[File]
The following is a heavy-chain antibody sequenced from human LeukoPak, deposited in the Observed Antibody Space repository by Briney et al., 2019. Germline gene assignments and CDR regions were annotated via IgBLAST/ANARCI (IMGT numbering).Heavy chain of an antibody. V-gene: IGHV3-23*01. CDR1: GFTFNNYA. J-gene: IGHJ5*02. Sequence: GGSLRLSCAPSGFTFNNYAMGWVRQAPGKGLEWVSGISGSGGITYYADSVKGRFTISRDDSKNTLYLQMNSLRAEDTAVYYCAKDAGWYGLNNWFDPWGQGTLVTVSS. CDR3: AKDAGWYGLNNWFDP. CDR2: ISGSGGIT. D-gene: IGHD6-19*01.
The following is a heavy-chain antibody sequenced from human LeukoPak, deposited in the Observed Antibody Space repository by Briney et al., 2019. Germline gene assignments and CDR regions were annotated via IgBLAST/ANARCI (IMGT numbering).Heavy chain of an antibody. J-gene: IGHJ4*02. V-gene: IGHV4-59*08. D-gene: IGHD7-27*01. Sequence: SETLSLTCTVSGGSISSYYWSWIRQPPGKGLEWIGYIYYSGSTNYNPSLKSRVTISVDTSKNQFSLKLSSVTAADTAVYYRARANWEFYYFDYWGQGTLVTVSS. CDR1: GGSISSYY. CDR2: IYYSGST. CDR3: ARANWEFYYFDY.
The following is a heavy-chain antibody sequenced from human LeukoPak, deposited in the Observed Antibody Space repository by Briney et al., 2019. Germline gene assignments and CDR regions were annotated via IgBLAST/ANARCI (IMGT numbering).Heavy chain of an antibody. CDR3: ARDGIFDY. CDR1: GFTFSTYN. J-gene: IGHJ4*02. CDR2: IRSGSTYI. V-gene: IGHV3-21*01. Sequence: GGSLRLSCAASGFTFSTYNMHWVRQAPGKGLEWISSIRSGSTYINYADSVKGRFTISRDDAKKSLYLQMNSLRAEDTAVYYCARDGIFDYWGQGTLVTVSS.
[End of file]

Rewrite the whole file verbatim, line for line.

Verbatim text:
The following is a heavy-chain antibody sequenced from human LeukoPak, deposited in the Observed Antibody Space repository by Briney et al., 2019. Germline gene assignments and CDR regions were annotated via IgBLAST/ANARCI (IMGT numbering).Heavy chain of an antibody. V-gene: IGHV3-23*01. CDR1: GFTFNNYA. J-gene: IGHJ5*02. Sequence: GGSLRLSCAPSGFTFNNYAMGWVRQAPGKGLEWVSGISGSGGITYYADSVKGRFTISRDDSKNTLYLQMNSLRAEDTAVYYCAKDAGWYGLNNWFDPWGQGTLVTVSS. CDR3: AKDAGWYGLNNWFDP. CDR2: ISGSGGIT. D-gene: IGHD6-19*01.
The following is a heavy-chain antibody sequenced from human LeukoPak, deposited in the Observed Antibody Space repository by Briney et al., 2019. Germline gene assignments and CDR regions were annotated via IgBLAST/ANARCI (IMGT numbering).Heavy chain of an antibody. J-gene: IGHJ4*02. V-gene: IGHV4-59*08. D-gene: IGHD7-27*01. Sequence: SETLSLTCTVSGGSISSYYWSWIRQPPGKGLEWIGYIYYSGSTNYNPSLKSRVTISVDTSKNQFSLKLSSVTAADTAVYYRARANWEFYYFDYWGQGTLVTVSS. CDR1: GGSISSYY. CDR2: IYYSGST. CDR3: ARANWEFYYFDY.
The following is a heavy-chain antibody sequenced from human LeukoPak, deposited in the Observed Antibody Space repository by Briney et al., 2019. Germline gene assignments and CDR regions were annotated via IgBLAST/ANARCI (IMGT numbering).Heavy chain of an antibody. CDR3: ARDGIFDY. CDR1: GFTFSTYN. J-gene: IGHJ4*02. CDR2: IRSGSTYI. V-gene: IGHV3-21*01. Sequence: GGSLRLSCAASGFTFSTYNMHWVRQAPGKGLEWISSIRSGSTYINYADSVKGRFTISRDDAKKSLYLQMNSLRAEDTAVYYCARDGIFDYWGQGTLVTVSS.